El Sur de Asia en guerra

CAMBRIDGE – El ataque terrorista perpetrado el mes pasado en Mumbai no sólo tenía como objetivos la economía y el sentimiento de seguridad de la India. Su propósito más amplio era destruir la distensión entre la India y Pakistán que se ha estado forjando desde 2004. Los atacantes no se cubrieron los rostros ni utilizaron chalecos explosivos para suicidarse. Su meta no era el anonimato. Deseaban que se les identificara como defensores de una causa. A menos que esta causa se entienda plenamente y que sus causas salgan a la luz en toda la región, este ataque podría ser el principio de la desintegración del Sur de Asia.

Los conflictos regionales, en los que participan todos los Estados de la región y un número creciente de actores no estatales, han producido grandes cantidades de guerreros entrenados en espera del llamado a la gloria. Al interior tanto de la India como de Pakistán, las desigualdades económicas y una percepción de injusticia social han creado un terreno fértil para los enfrentamientos. El uso y abuso del fervor religioso, sea “jihadí” o “fundamentalista hindú” están erosionando las raíces de la armonía comunitaria en el Sur de Asia.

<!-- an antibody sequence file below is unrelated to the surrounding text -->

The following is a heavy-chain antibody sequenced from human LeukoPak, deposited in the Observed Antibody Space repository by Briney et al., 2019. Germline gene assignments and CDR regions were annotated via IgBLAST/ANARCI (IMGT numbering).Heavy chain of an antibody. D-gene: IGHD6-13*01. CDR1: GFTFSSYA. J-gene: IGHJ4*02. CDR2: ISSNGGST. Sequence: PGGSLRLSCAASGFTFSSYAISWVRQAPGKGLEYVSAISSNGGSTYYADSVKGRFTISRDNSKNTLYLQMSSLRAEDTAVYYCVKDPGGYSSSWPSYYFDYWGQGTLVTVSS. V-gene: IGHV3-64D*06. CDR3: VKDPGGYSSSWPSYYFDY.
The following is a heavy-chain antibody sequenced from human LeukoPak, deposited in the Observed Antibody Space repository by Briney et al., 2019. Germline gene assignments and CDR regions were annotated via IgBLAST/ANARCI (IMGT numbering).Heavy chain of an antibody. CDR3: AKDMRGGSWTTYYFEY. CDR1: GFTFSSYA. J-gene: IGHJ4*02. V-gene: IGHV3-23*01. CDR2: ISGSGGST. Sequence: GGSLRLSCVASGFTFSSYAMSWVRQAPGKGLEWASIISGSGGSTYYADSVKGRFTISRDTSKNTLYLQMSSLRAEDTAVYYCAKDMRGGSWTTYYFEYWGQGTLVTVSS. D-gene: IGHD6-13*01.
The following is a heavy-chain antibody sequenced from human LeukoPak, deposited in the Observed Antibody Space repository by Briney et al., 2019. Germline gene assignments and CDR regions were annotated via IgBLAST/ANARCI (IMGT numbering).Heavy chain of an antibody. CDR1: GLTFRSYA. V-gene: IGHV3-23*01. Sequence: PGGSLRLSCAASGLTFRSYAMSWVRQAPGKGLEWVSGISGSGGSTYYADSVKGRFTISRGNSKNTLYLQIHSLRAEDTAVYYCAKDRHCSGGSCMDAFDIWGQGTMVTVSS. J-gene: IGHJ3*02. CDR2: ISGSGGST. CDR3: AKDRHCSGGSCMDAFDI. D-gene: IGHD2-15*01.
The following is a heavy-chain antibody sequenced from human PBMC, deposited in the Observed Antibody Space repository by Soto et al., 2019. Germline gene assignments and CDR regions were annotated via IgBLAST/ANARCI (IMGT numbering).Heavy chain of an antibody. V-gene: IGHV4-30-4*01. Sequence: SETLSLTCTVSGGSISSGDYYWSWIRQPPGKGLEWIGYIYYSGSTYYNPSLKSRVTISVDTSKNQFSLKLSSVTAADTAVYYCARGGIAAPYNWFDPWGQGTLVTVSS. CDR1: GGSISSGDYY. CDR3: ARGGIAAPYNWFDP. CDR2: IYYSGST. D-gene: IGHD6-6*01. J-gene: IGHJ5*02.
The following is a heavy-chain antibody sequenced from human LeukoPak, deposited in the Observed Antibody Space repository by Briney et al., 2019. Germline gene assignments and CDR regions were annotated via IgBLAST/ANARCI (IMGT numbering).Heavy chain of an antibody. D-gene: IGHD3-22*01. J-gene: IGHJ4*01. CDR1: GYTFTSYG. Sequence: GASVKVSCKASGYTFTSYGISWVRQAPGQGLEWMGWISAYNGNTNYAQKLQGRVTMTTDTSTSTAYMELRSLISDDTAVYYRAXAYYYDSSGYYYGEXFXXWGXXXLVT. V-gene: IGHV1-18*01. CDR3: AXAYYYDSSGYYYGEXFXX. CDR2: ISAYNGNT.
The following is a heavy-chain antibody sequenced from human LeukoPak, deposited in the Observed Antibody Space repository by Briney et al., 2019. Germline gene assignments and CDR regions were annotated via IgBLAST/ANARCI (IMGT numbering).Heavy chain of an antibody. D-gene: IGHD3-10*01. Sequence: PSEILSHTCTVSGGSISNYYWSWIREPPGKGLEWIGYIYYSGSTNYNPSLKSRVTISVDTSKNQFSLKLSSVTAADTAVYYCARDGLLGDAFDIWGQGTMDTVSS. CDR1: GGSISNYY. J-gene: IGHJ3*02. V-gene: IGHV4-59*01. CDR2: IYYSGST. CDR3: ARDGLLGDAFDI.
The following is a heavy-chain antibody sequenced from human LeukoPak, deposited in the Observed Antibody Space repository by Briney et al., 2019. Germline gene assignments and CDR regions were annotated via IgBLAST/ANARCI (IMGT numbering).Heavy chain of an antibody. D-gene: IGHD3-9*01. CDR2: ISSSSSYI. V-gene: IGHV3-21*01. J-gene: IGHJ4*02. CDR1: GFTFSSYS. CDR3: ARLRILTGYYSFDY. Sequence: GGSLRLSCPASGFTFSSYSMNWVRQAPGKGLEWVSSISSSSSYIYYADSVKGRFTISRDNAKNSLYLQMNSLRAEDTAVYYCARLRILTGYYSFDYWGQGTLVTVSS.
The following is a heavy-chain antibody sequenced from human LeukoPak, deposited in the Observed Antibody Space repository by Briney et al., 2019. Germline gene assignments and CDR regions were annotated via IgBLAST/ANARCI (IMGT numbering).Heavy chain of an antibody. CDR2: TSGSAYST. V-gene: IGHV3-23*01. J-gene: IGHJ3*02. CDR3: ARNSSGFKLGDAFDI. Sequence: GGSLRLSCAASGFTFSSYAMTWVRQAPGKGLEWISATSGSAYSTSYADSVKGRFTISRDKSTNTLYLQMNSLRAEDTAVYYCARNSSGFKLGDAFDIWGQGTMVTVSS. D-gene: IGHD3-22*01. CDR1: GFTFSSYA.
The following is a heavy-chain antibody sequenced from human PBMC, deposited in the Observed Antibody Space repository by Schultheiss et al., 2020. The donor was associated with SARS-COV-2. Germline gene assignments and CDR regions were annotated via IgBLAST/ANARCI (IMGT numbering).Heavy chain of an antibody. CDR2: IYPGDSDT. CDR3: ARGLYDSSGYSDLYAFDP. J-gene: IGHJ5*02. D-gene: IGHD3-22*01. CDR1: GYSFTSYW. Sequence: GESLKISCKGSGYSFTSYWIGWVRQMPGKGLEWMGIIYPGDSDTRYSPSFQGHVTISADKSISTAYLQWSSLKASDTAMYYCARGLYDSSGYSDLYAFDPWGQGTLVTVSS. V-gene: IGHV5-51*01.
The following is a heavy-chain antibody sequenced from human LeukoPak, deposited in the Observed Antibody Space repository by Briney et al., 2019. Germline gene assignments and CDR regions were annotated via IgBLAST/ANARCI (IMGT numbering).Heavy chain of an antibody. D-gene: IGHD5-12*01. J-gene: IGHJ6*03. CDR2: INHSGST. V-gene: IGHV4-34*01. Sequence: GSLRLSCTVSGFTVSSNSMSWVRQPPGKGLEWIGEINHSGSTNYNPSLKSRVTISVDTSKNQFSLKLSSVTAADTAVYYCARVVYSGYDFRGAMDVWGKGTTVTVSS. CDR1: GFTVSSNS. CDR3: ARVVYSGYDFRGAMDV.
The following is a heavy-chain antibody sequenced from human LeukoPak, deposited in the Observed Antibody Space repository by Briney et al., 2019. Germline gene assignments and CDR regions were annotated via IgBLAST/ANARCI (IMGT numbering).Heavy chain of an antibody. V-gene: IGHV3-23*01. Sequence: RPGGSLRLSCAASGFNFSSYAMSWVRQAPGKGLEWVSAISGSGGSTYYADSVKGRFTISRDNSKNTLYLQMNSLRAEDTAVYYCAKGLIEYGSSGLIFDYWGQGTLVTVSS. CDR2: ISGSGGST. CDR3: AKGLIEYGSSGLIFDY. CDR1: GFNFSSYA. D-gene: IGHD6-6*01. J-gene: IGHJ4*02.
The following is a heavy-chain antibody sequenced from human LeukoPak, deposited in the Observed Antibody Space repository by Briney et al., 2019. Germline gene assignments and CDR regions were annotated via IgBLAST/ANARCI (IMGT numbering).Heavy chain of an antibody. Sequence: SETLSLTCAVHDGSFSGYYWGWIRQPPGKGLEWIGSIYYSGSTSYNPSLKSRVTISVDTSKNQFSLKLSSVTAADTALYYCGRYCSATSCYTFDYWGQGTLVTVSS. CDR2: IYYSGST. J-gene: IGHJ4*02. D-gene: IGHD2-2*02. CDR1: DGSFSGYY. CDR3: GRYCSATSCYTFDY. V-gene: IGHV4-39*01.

Gran parte de los problemas actuales tienen sus orígenes en Afganistán, cuya tragedia nunca pudo contenerse dentro de sus fronteras designadas. La dinámica de la región cambió cuando los guerreros que luchaban por la libertad afgana en los años ochenta se convirtieron en “mujahedines” mediante un esfuerzo criminal en el que participaron gustosamente tanto Occidente como el mundo musulmán. Pakistán, que siempre se ha sentido inseguro frente a la India, fue el centro de esta transformación. El Occidente creyó que tras la caída del imperio soviético todo estaba solucionado, pero la región –y cada vez más la comunidad global—sigue pagando un precio muy elevado por este desastroso proyecto.

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